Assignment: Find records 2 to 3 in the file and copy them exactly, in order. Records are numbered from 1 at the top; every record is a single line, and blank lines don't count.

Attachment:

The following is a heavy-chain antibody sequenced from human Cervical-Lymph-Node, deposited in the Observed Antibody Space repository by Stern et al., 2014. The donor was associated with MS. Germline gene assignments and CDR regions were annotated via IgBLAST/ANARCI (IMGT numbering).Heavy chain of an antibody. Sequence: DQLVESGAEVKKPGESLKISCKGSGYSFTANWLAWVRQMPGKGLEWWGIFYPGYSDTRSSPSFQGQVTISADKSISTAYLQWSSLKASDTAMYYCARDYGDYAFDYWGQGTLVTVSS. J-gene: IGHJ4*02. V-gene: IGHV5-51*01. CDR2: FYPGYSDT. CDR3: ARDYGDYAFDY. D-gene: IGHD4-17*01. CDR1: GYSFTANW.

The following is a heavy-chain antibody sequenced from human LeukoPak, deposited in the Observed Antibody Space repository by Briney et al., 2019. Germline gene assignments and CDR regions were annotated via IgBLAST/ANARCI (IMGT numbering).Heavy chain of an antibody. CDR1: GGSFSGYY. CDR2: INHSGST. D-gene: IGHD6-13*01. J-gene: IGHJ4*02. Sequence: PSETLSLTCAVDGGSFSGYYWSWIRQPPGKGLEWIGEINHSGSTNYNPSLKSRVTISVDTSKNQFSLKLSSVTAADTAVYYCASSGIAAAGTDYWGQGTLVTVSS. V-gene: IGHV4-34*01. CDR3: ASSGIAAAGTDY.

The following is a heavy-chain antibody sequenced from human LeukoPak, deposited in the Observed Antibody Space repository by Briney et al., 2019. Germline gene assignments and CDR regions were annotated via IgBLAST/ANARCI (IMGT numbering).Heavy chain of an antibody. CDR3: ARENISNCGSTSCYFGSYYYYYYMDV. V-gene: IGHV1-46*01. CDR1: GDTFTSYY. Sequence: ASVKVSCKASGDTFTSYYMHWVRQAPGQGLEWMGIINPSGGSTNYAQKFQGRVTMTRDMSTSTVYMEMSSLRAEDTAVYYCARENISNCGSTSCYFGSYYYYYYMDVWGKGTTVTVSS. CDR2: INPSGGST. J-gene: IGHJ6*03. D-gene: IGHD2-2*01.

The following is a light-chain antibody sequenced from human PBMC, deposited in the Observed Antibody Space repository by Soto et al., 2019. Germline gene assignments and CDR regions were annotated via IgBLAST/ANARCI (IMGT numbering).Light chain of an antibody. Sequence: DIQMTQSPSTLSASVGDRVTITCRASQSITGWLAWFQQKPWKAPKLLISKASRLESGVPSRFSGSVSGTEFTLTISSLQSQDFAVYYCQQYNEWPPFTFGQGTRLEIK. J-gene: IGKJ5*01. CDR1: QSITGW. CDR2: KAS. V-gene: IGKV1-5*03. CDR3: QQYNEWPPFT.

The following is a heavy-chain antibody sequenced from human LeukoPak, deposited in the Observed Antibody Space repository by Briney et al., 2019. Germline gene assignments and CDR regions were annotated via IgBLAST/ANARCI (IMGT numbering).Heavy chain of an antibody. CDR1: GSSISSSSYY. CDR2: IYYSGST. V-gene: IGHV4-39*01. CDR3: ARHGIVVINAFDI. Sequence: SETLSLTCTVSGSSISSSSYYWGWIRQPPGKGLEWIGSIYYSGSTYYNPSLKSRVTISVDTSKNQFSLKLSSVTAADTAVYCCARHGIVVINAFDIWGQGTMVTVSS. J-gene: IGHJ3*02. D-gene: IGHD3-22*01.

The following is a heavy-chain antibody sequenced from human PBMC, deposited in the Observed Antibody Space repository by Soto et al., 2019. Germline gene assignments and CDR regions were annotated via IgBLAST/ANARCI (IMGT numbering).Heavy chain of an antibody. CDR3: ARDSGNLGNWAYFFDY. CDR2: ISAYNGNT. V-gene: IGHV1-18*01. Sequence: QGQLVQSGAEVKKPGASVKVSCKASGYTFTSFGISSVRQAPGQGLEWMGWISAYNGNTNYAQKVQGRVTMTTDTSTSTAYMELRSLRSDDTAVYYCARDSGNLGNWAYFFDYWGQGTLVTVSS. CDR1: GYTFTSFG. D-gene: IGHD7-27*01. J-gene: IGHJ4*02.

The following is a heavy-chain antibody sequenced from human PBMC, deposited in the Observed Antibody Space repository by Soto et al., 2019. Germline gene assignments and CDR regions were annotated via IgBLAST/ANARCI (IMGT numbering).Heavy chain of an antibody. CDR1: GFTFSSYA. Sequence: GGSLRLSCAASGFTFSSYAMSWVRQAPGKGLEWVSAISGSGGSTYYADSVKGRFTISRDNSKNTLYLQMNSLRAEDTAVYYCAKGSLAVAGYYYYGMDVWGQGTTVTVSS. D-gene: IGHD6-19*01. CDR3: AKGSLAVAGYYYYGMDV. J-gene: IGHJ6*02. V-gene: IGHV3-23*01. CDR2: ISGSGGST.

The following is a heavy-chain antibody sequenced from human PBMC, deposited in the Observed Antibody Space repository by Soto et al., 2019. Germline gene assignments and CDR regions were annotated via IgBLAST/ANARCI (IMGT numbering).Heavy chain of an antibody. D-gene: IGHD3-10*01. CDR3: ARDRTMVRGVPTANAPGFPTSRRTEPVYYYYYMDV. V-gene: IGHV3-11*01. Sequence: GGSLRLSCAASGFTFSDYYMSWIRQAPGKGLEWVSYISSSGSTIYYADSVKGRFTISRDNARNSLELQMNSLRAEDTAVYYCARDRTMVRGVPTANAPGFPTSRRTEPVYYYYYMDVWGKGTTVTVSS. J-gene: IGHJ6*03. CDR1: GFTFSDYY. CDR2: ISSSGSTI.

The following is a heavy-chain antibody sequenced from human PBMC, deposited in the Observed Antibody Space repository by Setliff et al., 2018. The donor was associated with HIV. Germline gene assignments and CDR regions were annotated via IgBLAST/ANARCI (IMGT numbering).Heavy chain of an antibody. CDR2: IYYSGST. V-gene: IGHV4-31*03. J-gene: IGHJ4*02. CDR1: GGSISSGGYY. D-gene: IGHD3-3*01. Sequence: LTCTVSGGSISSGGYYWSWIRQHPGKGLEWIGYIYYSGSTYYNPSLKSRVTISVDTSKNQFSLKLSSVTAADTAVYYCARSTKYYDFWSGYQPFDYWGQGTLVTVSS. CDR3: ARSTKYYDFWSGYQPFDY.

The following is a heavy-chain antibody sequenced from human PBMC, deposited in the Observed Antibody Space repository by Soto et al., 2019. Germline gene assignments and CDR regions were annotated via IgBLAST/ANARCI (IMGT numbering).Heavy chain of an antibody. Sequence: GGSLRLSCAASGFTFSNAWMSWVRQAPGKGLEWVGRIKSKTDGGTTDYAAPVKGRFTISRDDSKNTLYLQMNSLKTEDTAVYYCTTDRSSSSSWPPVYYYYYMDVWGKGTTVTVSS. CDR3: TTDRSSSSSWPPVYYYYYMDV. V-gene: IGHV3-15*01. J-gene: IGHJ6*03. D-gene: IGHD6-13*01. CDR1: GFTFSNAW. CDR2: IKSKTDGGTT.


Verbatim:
The following is a heavy-chain antibody sequenced from human LeukoPak, deposited in the Observed Antibody Space repository by Briney et al., 2019. Germline gene assignments and CDR regions were annotated via IgBLAST/ANARCI (IMGT numbering).Heavy chain of an antibody. CDR1: GGSFSGYY. CDR2: INHSGST. D-gene: IGHD6-13*01. J-gene: IGHJ4*02. Sequence: PSETLSLTCAVDGGSFSGYYWSWIRQPPGKGLEWIGEINHSGSTNYNPSLKSRVTISVDTSKNQFSLKLSSVTAADTAVYYCASSGIAAAGTDYWGQGTLVTVSS. V-gene: IGHV4-34*01. CDR3: ASSGIAAAGTDY.

The following is a heavy-chain antibody sequenced from human LeukoPak, deposited in the Observed Antibody Space repository by Briney et al., 2019. Germline gene assignments and CDR regions were annotated via IgBLAST/ANARCI (IMGT numbering).Heavy chain of an antibody. CDR3: ARENISNCGSTSCYFGSYYYYYYMDV. V-gene: IGHV1-46*01. CDR1: GDTFTSYY. Sequence: ASVKVSCKASGDTFTSYYMHWVRQAPGQGLEWMGIINPSGGSTNYAQKFQGRVTMTRDMSTSTVYMEMSSLRAEDTAVYYCARENISNCGSTSCYFGSYYYYYYMDVWGKGTTVTVSS. CDR2: INPSGGST. J-gene: IGHJ6*03. D-gene: IGHD2-2*01.